Over more than 115 years, Teva Pharmaceutical has grown into the world's largest generic drugmaker. But in all that time, it had never redefined its brand positioning. Until now.
The new Teva brand is meant to present a unified identity that spans both the company's specialty and generic portfolios, while positioning the pharma as a “trustworthy partner to the patients, caregivers and healthcare professionals,” Iris Beck-Codner, Teva executive vice president of global brand and corporate communications, said.
“The task today isn’t just about discovering new medicines and treating illness, but very much about patient-centered care,” she said.
The recently announced brand rollout in the U.S. and Canada has been underway since 2016, when Teva began a soft launch internally with its employees. Rollouts in Russia, France and Argentina have also been completed using Teva’s “hyperlocal” strategy, which uses a different implementation plan for every geography based on insights and research unique to each.
In Russia, for instance, Teva focused on accessibility. Built on the website Teva.ru, it offers unique content for different audiences with specific details, such as a mobility map that helps disabled and wheelchair patients find easy access to healthcare facilities and pharmacies. In France, Teva partnered with a startup to help address needs of caregivers with a connected device to use when they can’t be present.
In the U.S., where people are more likely to suffer from chronic illness—65% compared with 60% globally, according to Teva—the company partnered with Mount Sinai and the Arnhold Institute to work on an alternative care model for chronic care patients.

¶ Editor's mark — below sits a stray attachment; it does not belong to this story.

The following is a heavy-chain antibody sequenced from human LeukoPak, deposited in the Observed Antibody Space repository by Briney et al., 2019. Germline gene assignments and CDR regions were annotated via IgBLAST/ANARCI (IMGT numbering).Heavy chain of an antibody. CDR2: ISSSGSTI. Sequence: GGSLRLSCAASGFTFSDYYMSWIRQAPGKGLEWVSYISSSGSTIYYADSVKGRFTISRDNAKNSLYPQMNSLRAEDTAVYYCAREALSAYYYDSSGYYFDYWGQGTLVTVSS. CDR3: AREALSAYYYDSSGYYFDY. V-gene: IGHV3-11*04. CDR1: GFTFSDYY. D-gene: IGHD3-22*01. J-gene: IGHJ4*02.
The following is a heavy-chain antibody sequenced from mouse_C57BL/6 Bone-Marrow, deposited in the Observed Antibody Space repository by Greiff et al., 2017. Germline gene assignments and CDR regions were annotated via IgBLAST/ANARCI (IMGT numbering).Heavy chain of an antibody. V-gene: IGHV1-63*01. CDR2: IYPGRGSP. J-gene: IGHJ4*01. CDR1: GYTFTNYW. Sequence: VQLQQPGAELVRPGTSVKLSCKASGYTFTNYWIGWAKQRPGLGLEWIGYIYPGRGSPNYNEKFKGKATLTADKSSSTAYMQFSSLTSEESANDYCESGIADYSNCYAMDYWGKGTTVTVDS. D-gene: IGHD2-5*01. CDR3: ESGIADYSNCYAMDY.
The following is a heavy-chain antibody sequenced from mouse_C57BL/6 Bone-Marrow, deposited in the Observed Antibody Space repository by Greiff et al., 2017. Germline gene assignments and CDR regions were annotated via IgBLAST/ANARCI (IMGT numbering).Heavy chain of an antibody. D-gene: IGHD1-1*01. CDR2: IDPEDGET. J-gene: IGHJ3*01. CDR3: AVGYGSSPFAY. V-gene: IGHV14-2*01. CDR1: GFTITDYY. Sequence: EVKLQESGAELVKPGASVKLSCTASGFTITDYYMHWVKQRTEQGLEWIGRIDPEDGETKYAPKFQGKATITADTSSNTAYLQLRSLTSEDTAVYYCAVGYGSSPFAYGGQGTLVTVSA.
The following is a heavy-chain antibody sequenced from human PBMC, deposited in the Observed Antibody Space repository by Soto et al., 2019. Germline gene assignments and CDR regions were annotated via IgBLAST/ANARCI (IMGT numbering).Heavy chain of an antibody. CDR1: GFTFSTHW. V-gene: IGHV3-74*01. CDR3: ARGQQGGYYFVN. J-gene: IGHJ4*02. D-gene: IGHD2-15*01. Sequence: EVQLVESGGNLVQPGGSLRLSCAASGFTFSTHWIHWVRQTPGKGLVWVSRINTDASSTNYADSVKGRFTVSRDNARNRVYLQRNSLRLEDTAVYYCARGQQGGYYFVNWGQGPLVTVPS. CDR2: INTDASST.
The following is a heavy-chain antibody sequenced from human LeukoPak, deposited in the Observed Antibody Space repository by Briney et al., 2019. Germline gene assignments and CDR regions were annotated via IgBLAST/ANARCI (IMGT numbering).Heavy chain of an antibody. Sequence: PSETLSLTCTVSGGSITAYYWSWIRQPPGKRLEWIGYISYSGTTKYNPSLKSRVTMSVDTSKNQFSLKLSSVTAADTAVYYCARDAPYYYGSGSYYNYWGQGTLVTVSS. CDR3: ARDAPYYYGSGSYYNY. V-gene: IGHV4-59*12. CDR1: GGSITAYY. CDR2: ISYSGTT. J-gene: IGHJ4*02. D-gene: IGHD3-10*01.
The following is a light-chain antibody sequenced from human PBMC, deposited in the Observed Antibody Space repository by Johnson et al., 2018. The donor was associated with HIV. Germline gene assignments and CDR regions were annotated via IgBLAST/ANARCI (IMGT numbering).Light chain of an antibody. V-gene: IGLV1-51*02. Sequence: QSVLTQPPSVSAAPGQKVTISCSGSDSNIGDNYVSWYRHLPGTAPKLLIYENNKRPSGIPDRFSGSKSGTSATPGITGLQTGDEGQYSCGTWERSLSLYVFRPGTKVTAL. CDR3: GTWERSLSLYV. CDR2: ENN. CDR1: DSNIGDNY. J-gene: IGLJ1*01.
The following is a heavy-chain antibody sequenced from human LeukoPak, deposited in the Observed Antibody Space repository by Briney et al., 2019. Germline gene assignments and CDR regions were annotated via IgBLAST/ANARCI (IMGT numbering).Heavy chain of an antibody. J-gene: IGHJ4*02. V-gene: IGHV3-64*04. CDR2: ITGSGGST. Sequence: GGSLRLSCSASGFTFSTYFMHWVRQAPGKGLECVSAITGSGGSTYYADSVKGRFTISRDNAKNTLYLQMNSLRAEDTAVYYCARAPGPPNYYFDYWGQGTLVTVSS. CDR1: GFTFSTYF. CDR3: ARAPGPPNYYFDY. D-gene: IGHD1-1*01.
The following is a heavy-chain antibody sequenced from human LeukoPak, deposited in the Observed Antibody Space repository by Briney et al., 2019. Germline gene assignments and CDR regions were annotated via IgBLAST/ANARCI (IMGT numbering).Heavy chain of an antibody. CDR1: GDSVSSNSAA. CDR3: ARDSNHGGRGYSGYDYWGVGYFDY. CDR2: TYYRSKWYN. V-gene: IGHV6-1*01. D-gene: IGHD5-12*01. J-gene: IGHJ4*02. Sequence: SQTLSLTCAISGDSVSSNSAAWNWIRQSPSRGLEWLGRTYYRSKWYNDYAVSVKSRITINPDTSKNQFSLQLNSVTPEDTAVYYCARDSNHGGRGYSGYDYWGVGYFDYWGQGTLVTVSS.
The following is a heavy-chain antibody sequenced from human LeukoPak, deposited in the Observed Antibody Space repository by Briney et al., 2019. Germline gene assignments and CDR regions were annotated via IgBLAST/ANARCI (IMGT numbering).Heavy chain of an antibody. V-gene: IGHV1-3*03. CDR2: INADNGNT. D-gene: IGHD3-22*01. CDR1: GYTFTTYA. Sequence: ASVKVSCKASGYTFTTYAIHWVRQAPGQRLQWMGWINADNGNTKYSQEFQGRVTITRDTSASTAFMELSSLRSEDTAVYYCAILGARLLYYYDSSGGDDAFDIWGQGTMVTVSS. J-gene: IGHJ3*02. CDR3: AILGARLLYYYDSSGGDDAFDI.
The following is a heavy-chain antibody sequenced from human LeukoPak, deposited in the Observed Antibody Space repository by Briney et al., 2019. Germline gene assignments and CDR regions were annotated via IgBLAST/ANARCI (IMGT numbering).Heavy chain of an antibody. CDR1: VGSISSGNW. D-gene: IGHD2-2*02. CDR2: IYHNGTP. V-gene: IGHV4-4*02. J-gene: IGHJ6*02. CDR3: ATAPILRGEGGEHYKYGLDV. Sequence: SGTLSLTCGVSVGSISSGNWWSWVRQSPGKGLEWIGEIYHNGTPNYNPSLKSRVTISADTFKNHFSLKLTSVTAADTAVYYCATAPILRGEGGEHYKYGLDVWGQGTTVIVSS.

“This is an amazing opportunity to put Teva forward as a partner and companion on their health journey,” Beck-Codner said. “We know from the research that people want to know the brand behind the medicines they’re taking. They want to know not only the functional benefits of the product, but also insights about the character of the brand and its people and social commitment. They want to know what we care about and what we do beyond the business basics and how we give back to society.”
The rebrand comes just a few months after Teva's decision to house its generics and specialty drugs under one roof, a move new CEO Kåre Schultz made in order to simplify structure and pare down layers of management. And that's not the only part of Teva that Schultz has shaken up: in December, he queued up 14,000 layoffs as part of a restructuring meant to save $3 billion in annual costs.
Teva's launches, though, will be spared, Schultz has said, emphasizing the need to protect product flow and make "sure the sales efforts are not hampered."
“We have of course made sure we have the resources” to back the rollout of CGRP migraine candidate fremanezumab and stage a “successful launch" of new neuro medication Austedo, he told investors in December.